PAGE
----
Sometimes,  like when we had our 10th anniversary show and there was a kid there who started with us when he was 5 and then at that point he was 15. He had decided at some point that he wanted to become a filmmaker and he already was a filmmaker because of our film program. Like I took a beat there and talked about what it was like to watch this kid grow up and what a privilege that was but mostly I was just drowning the whole time. I mean it was hard and it was the hardest thing I’ve ever had to do and I’ve written a book about Puritan theology. I was overwhelmed all the time, I cried myself to sleep so many times because we were always lagging behind, I was so focused on keeping the lights on I never thought too much about the grand stuff unless I was using that as rhetoric to try to bilk someone for money. I wasn’t the person working directly with the kids. Those people were very idealistic and pie in the sky and they could talk about what they were doing in really rosy terms but what I was doing was kind of like being a quarter-master. I was just like, We have got to get this amount of money or we have got to shut down. We were constantly on the edge of the abyss but it was worth it.

AL-S: In addition to writing books for children and young adults, you also contribute to organizations that provide youth services such as 826 Valencia, what first inspired your interest in youth and causes and what keeps you going?

DH: I think young people are interesting, I guess is the short answer. And in terms of 826, again I think the answer is very specific. I had just moved back to San Francisco and I had just met Dave Eggers and he said come on down and see what we’re doing at 826 Valencia, we need all the help we can get. My wife and I went down there and we both realized that it was exciting and interesting and also that they needed all the help they could get. So we tried to help as much as we could. I think it’s exciting to be around young people and to see what they’re doing. It’s just fun- it’s a fun thing to do. If I’m at a party I usually end up talking to the nine year olds.

SV: I don’t know about for you but for me, back at the beginning my school system had an excellent music program and I did music as a kid. That made my life. Besides the fact that it made me more disciplined and I knew what a G sharp scale was, it was a place for me to go. There was no time for despair, there were rehearsal. A lot of schools have cut their art programs. For instance, one of the projects that we did in Brooklyn was we did a literary magazine at a journalism high school that had no school paper and no journalism classes. The literary magazine the students at the journalism high school did for those years that we sent volunteers to do that, that was the only journalism they got to do at the journalism high school. So that really did spur me on: I was lucky enough to grow up in a school system with pretty good arts programming and I knew how much that had meant to me as a person and had given me so much confidence. It had made me such a hard worker. Also, it was the only time I had any one-on-one time with an adult because my parents had jobs and I had siblings. That’s one thing that I always believed in about what we were doing at 826. So many of our students were emigrants and they came from large families and sometimes the times that they spent with their tutors was the only one on one time they had with an adult, ever. There are things that happen when a kid can spend time with an adult one on one, especially one who is kind of vaguely disinterested, like a teacher has skin in the game whether that kid succeeds, parents certainly do and that’s all great but just to have some random volunteer with a masters degree in biology who is listening to this kid and what’s going on, that kind of stuff always kept me going.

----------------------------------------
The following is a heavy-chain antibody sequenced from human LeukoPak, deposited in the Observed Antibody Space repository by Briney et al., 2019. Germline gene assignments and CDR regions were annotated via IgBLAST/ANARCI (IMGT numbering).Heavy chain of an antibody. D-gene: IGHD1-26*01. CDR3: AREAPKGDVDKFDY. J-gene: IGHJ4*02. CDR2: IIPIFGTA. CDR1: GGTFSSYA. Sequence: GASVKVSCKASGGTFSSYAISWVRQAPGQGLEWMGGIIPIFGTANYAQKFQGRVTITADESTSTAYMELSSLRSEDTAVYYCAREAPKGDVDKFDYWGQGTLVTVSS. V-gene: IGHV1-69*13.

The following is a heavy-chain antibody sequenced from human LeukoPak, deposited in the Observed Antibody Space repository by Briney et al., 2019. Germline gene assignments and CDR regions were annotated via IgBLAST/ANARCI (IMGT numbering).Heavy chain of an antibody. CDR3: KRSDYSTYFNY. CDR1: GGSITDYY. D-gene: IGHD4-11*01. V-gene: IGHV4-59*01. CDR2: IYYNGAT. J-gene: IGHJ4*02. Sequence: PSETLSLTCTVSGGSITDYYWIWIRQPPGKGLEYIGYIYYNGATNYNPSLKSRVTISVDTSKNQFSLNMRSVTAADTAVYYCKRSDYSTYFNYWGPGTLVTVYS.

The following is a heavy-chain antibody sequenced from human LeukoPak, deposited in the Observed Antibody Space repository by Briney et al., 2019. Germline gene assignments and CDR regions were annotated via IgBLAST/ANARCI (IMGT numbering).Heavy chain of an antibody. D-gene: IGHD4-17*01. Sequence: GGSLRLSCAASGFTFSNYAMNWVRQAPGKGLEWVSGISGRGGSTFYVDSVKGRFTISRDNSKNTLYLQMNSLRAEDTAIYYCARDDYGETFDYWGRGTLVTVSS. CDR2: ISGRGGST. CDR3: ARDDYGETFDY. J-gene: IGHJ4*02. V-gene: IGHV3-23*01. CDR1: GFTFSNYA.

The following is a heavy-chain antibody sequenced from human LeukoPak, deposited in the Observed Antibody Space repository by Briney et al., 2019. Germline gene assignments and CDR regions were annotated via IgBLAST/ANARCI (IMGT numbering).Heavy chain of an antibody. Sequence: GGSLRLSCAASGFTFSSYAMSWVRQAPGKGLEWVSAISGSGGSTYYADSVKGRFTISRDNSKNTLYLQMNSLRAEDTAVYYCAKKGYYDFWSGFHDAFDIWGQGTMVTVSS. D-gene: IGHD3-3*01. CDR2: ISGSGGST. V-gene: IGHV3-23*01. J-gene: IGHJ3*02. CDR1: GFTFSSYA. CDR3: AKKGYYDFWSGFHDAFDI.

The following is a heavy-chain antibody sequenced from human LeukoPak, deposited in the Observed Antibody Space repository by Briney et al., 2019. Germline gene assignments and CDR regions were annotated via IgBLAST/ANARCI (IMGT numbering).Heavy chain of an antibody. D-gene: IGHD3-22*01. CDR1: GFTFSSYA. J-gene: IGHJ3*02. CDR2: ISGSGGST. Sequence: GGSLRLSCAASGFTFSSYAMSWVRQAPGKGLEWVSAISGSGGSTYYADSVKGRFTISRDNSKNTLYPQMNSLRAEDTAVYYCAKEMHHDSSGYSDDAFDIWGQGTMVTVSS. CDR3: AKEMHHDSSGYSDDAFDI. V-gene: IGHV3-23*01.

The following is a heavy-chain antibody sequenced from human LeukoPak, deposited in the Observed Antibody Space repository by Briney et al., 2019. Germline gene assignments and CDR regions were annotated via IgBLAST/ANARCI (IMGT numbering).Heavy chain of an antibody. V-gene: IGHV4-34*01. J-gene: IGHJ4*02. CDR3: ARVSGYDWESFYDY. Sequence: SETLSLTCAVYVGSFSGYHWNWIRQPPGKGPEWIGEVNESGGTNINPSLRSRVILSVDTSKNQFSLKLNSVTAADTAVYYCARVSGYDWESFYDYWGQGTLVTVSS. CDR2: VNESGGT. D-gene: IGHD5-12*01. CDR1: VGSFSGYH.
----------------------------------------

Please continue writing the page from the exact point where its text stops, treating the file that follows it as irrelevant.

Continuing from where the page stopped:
AL-S: Thank you so much!

SV: I think maybe I turned that around to be slightly more uplifting…

Postscript: I am writing this series of articles, “On Arts” for the Lick-Wilmerding Hyphen as my 11th grade Public Purpose Project. In many ways, these articles are a continuation of my 10th grade PPP, which was to volunteer at the non-profit organization 826 Valencia as a creative writing tutor for students in the third, fourth and fifth grades at the Buena Vista Horace Mann Middle School in the Mission District. (See the article about my experience with 826 Valencia here.) My intention is to assist with fundraising for 826 Valencia by writing about the City Arts & Lectures “On Arts” benefit series as well as explore how organizations and individuals in different vocations engage in public purpose work throughout their lives. I think it is important for Lick-Wilmerding students to see how the public purpose work we are doing as part of our educational process can continue, no matter what career and path we choose as adults.

Posted in "On Arts" Public Purpose Program, Hyphen | 1 Comment »

About Amelia Levin-Sheffield

Amelia is a junior at Lick-Wilmerding High School and writes for the student newspaper, The Paper Tiger. She also manages the Style section and is one of three co-managing editors of the on-line LWHS community news source, Hyphen. Amelia is a voracious reader and started writing in second grade after getting a flash of inspiration from a gnome sighting in the hollow of a tree in her backyard.